Startups have a certain mystique. Whether you love or hate the idea of startup life — the long hours, the foosball tables, the high-pressure hacking — it’s tough to understand startup culture until you’re working inside it.

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Startups have a certain mystique. Whether you love or hate the idea of startup life — the long hours, the foosball tables, the high-pressure hacking — it’s tough to understand startup culture until you’re working inside it.

Many startup stereotypes floating around simply aren’t true, or aren’t true for the majority of startups. Since misperceptions can lead a job-market newbie astray, let’s take a closer look at these myths.

1. You must be a technical genius
Being tech-savvy is an important part of fitting into startup culture. But you don’t have to be a rock star super coder to succeed. Some of the most important startup roles — marketing, management, sales — don’t depend on a technical core.

But learning at least some basic technical skills will put you in a stronger position. Take an intro computer science course or HTML/CSS coding class from a place like Udacity, Treehouse or Codecademy.

2. You have to work 80 hours a week, never sleep and stress constantly
Some startups will demand your life, body and soul. These are the companies that live off the crazy geek machismo that says if you’re not sleeping under your desk, you’re not working hard enough. And for some people, this is bliss. But a lot of startups aren’t like that.

You do work hard. You may put in unusual hours (lovers of 9-to-5 need not apply). You may burn the midnight oil from time to time. But you aren’t expected to give 110 percent 24/7 — unless you’re planning on burning out within the year. Some startups have better work-life balance than their traditional counterparts. Take Treehouse, an ed tech company that prides itself on a four-day work week, for example.

3. Startup life is glamorous
With the endless ramen-to-millionaire success stories pouring out of Silicon Valley, it’s no surprise many people think startups are a glamorous business. Yes, you’re more likely to find a ping pong table, free lunches and cutting-edge gadgets at a startup.

But when you get down to it, startups are basically small businesses. Isn’t it funny how “small business owner” sounds less cool than “startup CEO,” even though they’re essentially the same?

“I often get asked, ‘Who’s the most famous person you’ve met?’ or, ‘What’s the biggest party you’ve gone to?’ But running a startup isn’t about meeting people or going to parties. It’s about selling a product or service to a customer. And that’s hard work,” says Wade Foster, CEO of the task automation startup Zapier.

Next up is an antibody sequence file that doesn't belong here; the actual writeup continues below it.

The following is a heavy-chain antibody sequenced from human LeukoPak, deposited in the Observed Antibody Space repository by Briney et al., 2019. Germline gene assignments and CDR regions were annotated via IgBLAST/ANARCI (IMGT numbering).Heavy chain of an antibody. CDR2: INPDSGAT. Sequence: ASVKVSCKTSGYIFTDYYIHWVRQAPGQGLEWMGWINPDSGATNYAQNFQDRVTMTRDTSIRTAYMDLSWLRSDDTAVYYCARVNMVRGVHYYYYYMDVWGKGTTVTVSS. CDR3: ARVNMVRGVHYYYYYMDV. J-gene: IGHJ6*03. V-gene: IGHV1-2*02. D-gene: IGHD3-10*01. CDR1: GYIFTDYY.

4. Startup jobs are totally chaotic and unstructured
This myth really depends on the size of your startup, which can range from one guy in a garage to hundreds of employees in giant (and oh-so-cool) office space. In a 50-person team, everyone has structured and specialized areas. In a five-person team, little of your work will remain constant from day to day.

But that doesn’t mean your job will be complete chaos — it just means you have more responsibility to craft your own career growth. And this can be a big advantage, especially if you’re new to the workforce.

5. You have to live in Silicon Valley to work at a startup
Startups aren’t just for Silicon Valley hipsters. Seattle, New York City, Boulder, Cambridge and Washington, D.C. are among Entrepreneur’s top 10 cities for tech startups.
In fact, high-tech startups are in every single state. You’re more likely to find startup gigs in metropolitan areas, but even smaller towns like Bend, Ore., have opportunities.

6. Startup jobs are risky
Technically, this myth is true; by nature, startups are risky — about 75 percent of them fail. Even if your startup doesn’t flop, the constant pivots typical in startups often require big changes to your team.

But while startups won’t give you job security, they can provide career security. They set you up to be versatile, flexible and ready for whatever comes next.

“Forget job security and invest in developing career security. Do this by solving hard problems on the bleeding edge. Develop relationships with people you can learn from who themselves have large and active networks of relationships. No better place to do this than at good startups. After a few years, you’ll be able to work wherever you want and will have higher compensation than you imagined you could because the pace of career progress is much faster at startups,” says serial entrepreneur Simeon Simeonov.